"But the words you speak come from the heart--that's what defiles you." Matt. 15:18.

P.S. Another note--my attackers are so blinded by anger and hate that they missed the point, taking it as a political comment. It is only perspective about what it takes to be a courageous newspaper in a small city. I would have said the same thing if the politics and situation had been reversed.
Here were my words that sparked all of this, accurately reported by Manny Fernandez, Houston bureau chief of The New York Times: 
  • "There used to be a saying that the editorial page was the soul of a newspaper, and if that’s the case, we’ve got a lot of weak-souled newspapers in the country because they’re afraid to offend anybody,” said Terry M. Clark, the director of the Oklahoma Journalism Hall of Fame and a professor of journalism at the University of Central Oklahoma in Edmond. “This is an excellent example of the way American journalism ought to be — standing for something — and, man, it takes guts to do that in Enid, Okla.” 
I'm very aware that many other people have been subjected to, been more than upset, and survived  a lot more "hate mail" in this past year than I. My experience is minuscule. The perspective, as with the article, is the point.


  1. I'm not sure I agree about not responding to hate mail. I think calmly responding to people can sometimes get them to cool down a bit, but there are always the large majority of people who won't back down and just ramp up.

  2. I agree with James; however, if it were me in that situation, I may not be in agreement as much. It is easy to make decisions hastily when faced with hate mail.

    Context matters when considering a response. Generally, I think it's best to respond, even if it's as simple as, "Thanks for your opinion." The purpose of social media is to generate conversation. As Desiree said on the first day of class, respectfully engage critics, but "don't get in a war of words." There is not a cookie-cutter way to respond to hate mail, but we do have the basics of being respectful, knowing when to stop, etc.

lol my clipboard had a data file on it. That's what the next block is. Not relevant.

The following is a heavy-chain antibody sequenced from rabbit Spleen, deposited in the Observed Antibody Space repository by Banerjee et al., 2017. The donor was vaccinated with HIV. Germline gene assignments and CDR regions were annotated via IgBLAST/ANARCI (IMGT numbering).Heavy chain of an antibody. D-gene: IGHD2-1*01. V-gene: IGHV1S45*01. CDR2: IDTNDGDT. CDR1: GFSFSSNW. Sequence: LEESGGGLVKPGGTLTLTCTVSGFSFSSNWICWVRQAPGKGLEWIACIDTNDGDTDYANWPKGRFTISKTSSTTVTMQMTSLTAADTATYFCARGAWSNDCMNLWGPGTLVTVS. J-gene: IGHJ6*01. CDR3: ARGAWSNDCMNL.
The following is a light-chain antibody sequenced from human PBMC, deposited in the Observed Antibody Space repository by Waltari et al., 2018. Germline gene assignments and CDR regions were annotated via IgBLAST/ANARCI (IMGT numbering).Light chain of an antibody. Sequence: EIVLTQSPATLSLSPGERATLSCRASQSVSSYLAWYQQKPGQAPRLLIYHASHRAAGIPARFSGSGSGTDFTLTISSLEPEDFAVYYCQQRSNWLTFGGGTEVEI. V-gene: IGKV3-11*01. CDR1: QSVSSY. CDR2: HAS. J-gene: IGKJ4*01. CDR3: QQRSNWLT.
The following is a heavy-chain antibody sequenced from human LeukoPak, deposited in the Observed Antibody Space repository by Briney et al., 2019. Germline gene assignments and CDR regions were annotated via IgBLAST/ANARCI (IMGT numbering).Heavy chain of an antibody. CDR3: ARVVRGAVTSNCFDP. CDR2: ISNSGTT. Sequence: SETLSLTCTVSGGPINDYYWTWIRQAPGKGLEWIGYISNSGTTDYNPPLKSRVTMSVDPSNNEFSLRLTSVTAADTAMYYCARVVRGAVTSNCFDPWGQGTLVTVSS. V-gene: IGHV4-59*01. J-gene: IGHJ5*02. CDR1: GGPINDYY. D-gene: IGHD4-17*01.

Depending on the severity and frequency of the comments, blocking the user may be the best option. We can try to make peace after receiving hate mail, but that does not mean the other user will accept that. Sometimes the answer may be cutting them off completely.

  3. Beyoncé didn't get to where she is today by responding to the haters.💅🏾

  4. In my opinion, not responding to them is the greatest response of all. They're just mad because they didn't make it in the NYT. RISE ABOVE PROF. CLARK!

  5. In my opinion, I think blocking the user of hate mail is faster than replying to it.

  6. I agree with the way you handled things. I'm more of a delete the comment, report/block the user type of person. I very rarely respond to negative comments. But when I do, it's because I'm feeling saucy.

  7. I think it was Desiree Hill who made the comment about not joining every fight. Me and her had experience with a guy on twitter who was being rude to us and I really had to keep my cool and stay professional and poised but it was a challenge. I think I let a little sass spill but it wasn't inappropriate. I do however agree that no response is the best response but that doesn't make it easy.

  8. I agree that you should not engage in the fight. I've my own experiences on Facebook with people not agreeing with me and we went on a rant about who was right and threw points back and forth in each others faces. The truth is you are not going to change their minds, they believe in something! That's not going to change so don't waste your time and try to change their opinion. Especially when they are doing it in a rude, unprofessional way.

  9. Replying to any hate mail, no matter how great a response you have, will not end anything. You'll just be in a never-ending battle. But conversations are important. I think about people like Tomi Lahren, she has a lot of haters but she's got people talking, and that's what we need.

  10. It's absolutely no point in responding to hate mail. Unless you feel like it's poses a direct threat to yourself or your family, I'd ignore it like it didn't even matter.

  11. Sometimes people say negative things just to make themselves feel better. Hate mail is so pointless. It accomplishes nothing. As long as you know who you are and believe in what you're doing then that's all that matters. Sometimes I believe that if you get hate mail then you must be doing something right.